I love the idea of drone delivery of cannabis to your doorstep. Can’t believe it’s not already happening! Seriously, good idea. Drone delivery, could be the magic bullet to trustless services.

        • I already envisage “disposable drones”. Talked to a street corner shaman who thinks one day the Chinese will use swarms of poison dart drones to take over the Americas. . .
          Yeah, disposable drones: made out of paper or cardboard, a few cents worth of microcircuitry and volà.

          • Voice of Reason

            I think disposable drones could be used in an urban environment to travel a few blocks away, but that won’t substitute the current postal service which permits someone to receive in Jew York what was stored in San Diego.

            I envisage drones capable of cross country trips on a gallon of fuel to carry a pound of product and using drop places nearby the buyer home.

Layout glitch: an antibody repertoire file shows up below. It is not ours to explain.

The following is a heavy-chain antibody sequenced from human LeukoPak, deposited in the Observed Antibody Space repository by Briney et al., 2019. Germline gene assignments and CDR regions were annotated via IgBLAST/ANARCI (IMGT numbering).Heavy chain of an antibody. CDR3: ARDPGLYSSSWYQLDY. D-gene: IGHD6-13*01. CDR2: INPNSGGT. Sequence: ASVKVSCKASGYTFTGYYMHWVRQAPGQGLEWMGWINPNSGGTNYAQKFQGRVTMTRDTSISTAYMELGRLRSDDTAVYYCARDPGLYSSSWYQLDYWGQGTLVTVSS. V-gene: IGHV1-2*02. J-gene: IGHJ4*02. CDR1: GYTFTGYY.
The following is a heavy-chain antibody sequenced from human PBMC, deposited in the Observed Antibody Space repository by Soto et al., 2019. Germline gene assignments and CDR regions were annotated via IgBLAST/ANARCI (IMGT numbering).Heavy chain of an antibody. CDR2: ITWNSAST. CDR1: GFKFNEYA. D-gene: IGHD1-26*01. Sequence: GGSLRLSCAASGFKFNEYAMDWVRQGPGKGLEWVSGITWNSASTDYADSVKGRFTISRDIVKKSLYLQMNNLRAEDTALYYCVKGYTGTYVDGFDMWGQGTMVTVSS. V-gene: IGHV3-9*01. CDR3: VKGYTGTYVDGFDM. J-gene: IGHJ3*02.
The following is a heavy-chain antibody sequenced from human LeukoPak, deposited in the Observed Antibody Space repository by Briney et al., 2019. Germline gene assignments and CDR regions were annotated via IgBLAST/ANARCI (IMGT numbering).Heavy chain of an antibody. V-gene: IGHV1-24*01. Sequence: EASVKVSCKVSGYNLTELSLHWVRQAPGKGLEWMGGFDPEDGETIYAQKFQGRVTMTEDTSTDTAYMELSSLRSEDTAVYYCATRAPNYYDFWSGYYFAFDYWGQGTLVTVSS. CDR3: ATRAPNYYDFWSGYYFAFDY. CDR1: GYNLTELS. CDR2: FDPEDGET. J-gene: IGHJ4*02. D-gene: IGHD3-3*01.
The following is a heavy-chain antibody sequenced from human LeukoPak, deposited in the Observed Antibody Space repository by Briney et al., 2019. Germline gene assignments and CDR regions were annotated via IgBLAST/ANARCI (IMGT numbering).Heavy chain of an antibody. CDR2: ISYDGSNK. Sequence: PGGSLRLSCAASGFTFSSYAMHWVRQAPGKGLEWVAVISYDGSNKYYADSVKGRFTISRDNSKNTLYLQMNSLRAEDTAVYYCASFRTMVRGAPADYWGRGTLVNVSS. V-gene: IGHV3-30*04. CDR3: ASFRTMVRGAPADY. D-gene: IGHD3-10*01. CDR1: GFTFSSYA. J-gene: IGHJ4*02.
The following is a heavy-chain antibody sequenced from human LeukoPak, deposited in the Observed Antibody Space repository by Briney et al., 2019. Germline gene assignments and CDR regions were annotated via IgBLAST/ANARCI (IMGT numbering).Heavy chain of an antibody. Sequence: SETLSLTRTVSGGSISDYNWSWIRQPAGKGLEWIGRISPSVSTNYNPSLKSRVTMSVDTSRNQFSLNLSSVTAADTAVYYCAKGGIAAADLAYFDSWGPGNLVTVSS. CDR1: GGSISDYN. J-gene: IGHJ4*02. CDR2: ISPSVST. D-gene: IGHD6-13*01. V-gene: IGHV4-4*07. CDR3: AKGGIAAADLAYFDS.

Say, one lives in Springfield and wants to buy a product. He tells he can pick up the product anywhere 50 miles radius around Springfield. Then the drone operator programs the drone and finds a drop place within that circle, near a road, under a bridge, in a trash can, behind a tree.

            When the package is dropped, the operator informs the buyer the exact coordinate where the product is. The buyer proceeds to pickup.

            Where that idea fails? Drones will have to use radio beacons turned on all the time informing who their owner is and what the drone is doing. Same thing that is currently mandatory for airplanes and helicopters.